The Elevator Club

“Welcome to the Elevator Club.”

As greetings go, it wasn’t all that ominous. I mean, I’ve heard worse; “I’ve been looking for you”, or, “We need to talk” are pretty terrifying ways to start a conversation. But the Elevator Club was different. It was almost funny, a group of men in well-pressed, well-fitted suits that you could tell were expensive, just by looking at them, standing together in the elevator.

They just carried on their conversations, which was also weird – people usually fall silent when someone walks into a lift, but the hubbub of the Elevator Club just kept murmuring, mingling into the sound of the elevator’s motors.

It didn’t stop – the elevator that is.

Level 27 flicked passed, the light behind the number still illuminated. I turned around, and the man who spoke to me just shrugged.

“I was level 14,” he said, waving his hand toward the doors.

The fluorescent lights overhead just hummed, beating down on us with oppressive, ultraviolent light.

“But when you got in I felt the urge to leave just disappear.” His blue tie seemed to glow.

At level 47 one of the men twitched, he was older, and seemed distinguished, stepped forward, his hand extended.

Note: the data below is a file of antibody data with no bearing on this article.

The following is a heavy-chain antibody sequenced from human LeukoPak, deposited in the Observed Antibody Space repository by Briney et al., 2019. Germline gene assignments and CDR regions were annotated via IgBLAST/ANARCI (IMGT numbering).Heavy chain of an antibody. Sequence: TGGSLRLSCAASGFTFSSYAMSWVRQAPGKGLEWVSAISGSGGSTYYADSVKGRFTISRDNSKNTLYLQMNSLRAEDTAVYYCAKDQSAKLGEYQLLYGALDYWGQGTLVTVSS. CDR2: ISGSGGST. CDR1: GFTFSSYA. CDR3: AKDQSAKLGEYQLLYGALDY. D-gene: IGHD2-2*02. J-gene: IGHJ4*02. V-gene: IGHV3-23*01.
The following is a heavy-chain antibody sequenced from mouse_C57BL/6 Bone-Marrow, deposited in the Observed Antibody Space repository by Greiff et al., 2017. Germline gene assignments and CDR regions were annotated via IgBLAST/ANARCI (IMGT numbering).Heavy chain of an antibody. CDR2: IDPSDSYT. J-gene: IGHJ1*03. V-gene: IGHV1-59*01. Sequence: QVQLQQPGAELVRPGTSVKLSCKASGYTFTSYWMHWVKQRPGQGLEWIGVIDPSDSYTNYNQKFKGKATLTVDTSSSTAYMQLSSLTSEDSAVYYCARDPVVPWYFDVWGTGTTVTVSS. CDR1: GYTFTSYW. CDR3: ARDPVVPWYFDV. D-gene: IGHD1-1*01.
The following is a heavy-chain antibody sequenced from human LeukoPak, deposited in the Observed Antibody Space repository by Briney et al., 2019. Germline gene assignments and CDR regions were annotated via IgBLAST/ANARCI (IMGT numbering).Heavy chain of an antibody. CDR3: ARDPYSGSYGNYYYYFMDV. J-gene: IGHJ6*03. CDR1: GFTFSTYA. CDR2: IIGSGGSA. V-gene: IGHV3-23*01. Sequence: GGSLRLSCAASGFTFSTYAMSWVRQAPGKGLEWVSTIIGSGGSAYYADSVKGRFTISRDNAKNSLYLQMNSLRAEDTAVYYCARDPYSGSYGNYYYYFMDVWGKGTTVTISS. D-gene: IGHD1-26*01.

He stopped, and the elevator began to descend, counting its way back down through the floors.

“I don’t know how long they’ve been here,” he said to me, indicating the men pressed against him.

“They won’t talk to us late-comers,” Blue-tie said to me.

The older man studiously ignored him, examining his fingertips.

“You should feel special,” he said. His voice cracked as he whispered.

“How long have you been here?” I asked him.

He echoed me, his face twisted into a sneer.

I can’t remember. It can’t have been long.

“Level 27,” the elevator said.

I didn’t want to get off.

The light behind the numbers flickered, on-off, on-off, on.

The elevator kept going down.

 

 


 

The Elevator Club was written for this week’s BeKindRewrite prompts:

The Elevator Club

and

Ultraviolent Light

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